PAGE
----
Sunday, December 21, 2014

Hanukkah Means Food, Family And Lights

Olivia Kalsner Kershen / youthjournalism.org
One family's collection of menorahs, lit for the fourth night of Hanukkah.

By Olivia Kalsner Kershen
Junior Reporter
WEST HARTFORD, Connecticut, U.S.A. – “Come on everyone! It’s time to light candles for Hanukkah!” my mother shouts to us from downstairs.
My brothers and I pull away from our homework, cell phones or other distractions and trudge downstairs to celebrate the Festival of Lights.
As I child, Hanukkah was always my favorite holiday. There was great food, time to spend with my family, and presents to pass out, however, today we can barely find time to fit it into the ceaseless day-to-day rush that consumes our household every week.
The story of Hanukkah begins with a successor of Alexander the Great, Antiochus IV, who was in control of much of the Middle East. He banned the practice of Judaism, massacred Jews, and desecrated their Temple.
A Jewish rebellion eventually succeeded and the Temple was rededicated, but the amount of available oil looked like only enough for a day. It was supposed to burn all night.  The oil, though, not only burned all night but for a miraculous eight days – long enough to replenish the supply.
Olivia Kalsner Kershen / youthjournalism.org
A menorah lit for the fourth night of Hanukkah, which fell on Saturday, Dec. 20 this year.
Jews mark the miracle of the oil every year by lighting a new candle on the menorah each night of Hanukkah until all the candles are lighted.
Olivia Kalsner Kershen / youthjournalism.org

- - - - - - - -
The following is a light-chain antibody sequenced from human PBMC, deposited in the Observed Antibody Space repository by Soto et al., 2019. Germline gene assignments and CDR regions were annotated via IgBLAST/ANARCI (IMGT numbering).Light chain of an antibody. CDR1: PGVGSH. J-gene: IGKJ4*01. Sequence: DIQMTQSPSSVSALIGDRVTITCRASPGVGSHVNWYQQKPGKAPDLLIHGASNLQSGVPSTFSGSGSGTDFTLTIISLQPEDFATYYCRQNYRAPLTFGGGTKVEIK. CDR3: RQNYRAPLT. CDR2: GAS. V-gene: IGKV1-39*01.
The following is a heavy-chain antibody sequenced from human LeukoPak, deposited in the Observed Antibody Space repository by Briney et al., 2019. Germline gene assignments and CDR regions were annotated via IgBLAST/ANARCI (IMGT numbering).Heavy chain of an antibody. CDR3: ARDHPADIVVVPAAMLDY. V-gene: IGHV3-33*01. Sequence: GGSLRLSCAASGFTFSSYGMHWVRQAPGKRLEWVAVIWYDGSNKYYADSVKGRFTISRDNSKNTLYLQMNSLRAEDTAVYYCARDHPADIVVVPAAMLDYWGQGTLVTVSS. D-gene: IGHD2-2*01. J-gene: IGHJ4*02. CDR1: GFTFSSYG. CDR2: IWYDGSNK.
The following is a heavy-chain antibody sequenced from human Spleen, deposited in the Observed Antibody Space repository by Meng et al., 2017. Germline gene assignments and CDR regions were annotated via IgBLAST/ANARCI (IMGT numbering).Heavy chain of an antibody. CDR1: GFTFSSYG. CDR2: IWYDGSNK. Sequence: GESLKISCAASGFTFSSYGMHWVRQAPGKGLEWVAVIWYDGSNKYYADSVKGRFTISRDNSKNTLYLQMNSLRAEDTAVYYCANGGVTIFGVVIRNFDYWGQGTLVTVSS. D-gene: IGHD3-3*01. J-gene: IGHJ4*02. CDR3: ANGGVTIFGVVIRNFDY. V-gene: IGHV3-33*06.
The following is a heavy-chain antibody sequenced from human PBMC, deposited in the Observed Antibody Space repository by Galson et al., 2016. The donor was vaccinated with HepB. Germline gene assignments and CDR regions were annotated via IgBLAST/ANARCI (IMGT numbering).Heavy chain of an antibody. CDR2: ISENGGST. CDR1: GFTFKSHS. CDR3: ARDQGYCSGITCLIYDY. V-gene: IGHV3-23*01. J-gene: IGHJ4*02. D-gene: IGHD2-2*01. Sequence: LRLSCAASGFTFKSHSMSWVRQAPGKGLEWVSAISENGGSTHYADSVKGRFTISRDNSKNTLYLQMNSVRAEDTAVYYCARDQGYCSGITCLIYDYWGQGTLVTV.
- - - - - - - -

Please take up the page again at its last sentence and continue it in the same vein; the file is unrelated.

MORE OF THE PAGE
Delicious latkes frying on the stove.
In my family, Hanukkah used to be a holiday my brothers and I looked forward to all year. On one of the first nights, I would help my parents through the laborious process of cooking traditional latkes, or potato pancakes and matzo ball soup; two of my favorite foods. Later, we would all eat together and then open a few presents. My brothers and I used to always argue over who got to be the last to unwrap a gift – we thought it made that present the most special.
Even though Hanukkah is filled with a great amount of history and family tradition, it is also one of the most minor holidays on the Jewish calendar.
Compared to Rosh Hashanah, which is the Jewish New Year, or Yom Kippur, a day of atonement, Hanukkah falls a bit behind.
But I’m not arguing. I enjoy the holiday season and all the togetherness and warmth that comes with it.
Christmas will always take the spotlight in December, but I am never jealous, because I have Hanukkah and all its traditions. After all, it doesn’t matter what holiday you celebrate. All that is important is that you enjoy time with your family as well as all the yearly traditions that make this time of year so special.
Tonight, my family will gather together once again to sing, exchange presents, share stories about our workday, and celebrate the Festival of Lights.
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